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Youthful Peddlers Swindled


									4/29/2010                                             Youthful Peddlers Swindled
  Home >> In the News >> Youthful Peddlers Swindled

                                August 31, 2001

                                Youthful Peddlers Swindled
                                Modern-day Fagins hire children for grueling door-to-door
                                sales, then pay them little or nothing. Officials say the
                                labor law violators are hard to catch and prosecute.

                                By CARLA RIVERA, TIMES STAFF WRITER
                                                                                                   Yadira Rodriguez and
                                Thirteen-year-old Margarita Parra was looking to earn              Margarita Parra.
                                some spending money, and the flier she spotted on a                (LORI SHEPLER / Los Angeles
                                fence in her South-Central Los Angeles neighborhood                Times )
                                seemed to offer a fun way:

                                "TEEN JOBS. EARN UP TO $125 A WEEK AND MORE. PLUS! WIN PRIZES,
                                KNOTTS . . . ALL TRANSPORTATION PROVIDED."

                                She called the number and two days later a van belonging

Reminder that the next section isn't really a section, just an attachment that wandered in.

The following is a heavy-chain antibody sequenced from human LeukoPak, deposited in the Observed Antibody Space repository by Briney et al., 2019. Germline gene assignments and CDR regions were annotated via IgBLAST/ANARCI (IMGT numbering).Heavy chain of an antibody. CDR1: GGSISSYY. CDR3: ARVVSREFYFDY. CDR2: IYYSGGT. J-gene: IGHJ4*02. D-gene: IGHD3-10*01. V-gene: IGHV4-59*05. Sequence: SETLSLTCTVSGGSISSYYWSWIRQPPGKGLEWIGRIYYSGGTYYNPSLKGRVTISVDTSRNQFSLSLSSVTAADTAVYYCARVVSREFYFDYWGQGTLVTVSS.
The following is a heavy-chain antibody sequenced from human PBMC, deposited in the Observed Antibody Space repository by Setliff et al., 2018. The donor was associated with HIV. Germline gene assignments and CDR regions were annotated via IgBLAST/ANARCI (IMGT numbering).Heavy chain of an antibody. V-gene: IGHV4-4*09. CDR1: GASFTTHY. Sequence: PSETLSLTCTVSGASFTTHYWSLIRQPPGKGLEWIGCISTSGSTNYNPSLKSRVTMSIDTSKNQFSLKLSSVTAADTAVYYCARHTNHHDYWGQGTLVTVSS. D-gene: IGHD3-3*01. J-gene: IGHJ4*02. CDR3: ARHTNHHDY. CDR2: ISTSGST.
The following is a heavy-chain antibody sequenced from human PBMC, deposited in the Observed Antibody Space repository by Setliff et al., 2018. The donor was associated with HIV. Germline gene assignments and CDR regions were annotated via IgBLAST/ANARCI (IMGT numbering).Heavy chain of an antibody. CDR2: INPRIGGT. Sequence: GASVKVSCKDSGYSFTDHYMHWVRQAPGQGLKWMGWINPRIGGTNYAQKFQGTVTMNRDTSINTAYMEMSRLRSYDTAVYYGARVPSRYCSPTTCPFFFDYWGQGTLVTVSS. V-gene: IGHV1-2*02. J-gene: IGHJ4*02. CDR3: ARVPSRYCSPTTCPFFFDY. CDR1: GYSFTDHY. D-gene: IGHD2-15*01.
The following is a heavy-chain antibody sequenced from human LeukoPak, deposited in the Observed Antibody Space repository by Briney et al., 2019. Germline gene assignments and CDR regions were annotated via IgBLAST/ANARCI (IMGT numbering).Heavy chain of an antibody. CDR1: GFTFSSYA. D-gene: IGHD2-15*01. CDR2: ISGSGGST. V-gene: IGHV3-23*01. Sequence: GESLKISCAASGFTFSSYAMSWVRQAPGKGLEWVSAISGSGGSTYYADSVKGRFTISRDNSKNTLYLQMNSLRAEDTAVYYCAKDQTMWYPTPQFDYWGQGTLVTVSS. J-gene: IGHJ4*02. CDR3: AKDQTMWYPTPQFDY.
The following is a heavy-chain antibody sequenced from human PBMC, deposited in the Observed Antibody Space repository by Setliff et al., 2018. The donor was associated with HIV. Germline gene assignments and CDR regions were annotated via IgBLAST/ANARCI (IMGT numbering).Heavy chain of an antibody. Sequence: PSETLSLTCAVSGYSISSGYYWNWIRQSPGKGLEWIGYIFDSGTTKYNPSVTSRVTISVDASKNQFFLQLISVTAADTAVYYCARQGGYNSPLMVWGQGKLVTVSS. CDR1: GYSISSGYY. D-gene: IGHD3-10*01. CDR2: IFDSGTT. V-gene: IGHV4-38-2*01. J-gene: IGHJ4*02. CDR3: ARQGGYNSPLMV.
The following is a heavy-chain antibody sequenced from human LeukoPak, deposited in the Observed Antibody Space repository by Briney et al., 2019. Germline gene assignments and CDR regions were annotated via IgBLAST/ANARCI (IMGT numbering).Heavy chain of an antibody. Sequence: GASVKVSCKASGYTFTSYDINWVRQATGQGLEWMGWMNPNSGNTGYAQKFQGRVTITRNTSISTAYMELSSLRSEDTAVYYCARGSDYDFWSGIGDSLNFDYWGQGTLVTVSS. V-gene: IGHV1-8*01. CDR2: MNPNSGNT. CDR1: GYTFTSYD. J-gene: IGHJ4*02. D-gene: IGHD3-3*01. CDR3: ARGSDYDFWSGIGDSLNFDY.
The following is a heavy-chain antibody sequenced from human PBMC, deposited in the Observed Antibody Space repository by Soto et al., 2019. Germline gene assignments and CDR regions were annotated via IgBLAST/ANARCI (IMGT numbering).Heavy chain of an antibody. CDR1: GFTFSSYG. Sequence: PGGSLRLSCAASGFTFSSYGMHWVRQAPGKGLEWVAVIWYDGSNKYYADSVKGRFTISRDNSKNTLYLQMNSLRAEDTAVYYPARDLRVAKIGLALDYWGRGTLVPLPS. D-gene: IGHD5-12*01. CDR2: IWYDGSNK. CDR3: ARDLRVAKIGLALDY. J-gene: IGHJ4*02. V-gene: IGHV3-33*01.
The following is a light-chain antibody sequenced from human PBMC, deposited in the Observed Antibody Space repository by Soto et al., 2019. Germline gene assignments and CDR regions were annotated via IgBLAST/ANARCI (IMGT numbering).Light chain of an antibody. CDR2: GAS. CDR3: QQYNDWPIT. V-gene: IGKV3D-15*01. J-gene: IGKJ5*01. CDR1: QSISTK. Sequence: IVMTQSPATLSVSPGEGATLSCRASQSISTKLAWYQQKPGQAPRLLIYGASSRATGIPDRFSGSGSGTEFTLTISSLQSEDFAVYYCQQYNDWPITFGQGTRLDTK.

to a group called Tomorrow's Future picked her up. She
                                spent the next two weeks knocking on doors in far-away
                                neighborhoods, urging residents to buy cookies and
                                candies at $6 a pop. Following a script from her bosses,
                                she told customers the money would help her stay away
                                from gangs and drugs and win her prizes. In the end, she
                                was paid nothing and there were no theme park trips. And
                                the money she took in flowed to a shadowy business, not
                                a nonprofit.

                                Margarita's story is a familiar one to officials trying to crack
                                down on a burgeoning child labor practice that they say
                                exploits youngsters, even exposing some to fatal
                                accidents. Government investigators contend that the
                                adult crew leaders and those who run the operations are            Juan Garcia, who helped
                                raking in as much as $1 billion annually in untaxed sales          start probe of a child labor
                                revenues nationally while many youngsters are left empty-          scam, works for UCLA
                                handed.                                                            program to teach young
                                                                                                   workers their rights.
                                An estimated 50,000 minors, some as young as 8, peddle             (KEN HIVELY / Los Angeles
                                goods on any given day on street corners, in front of              Times)

                                supermarkets and on front porches from coast to coast.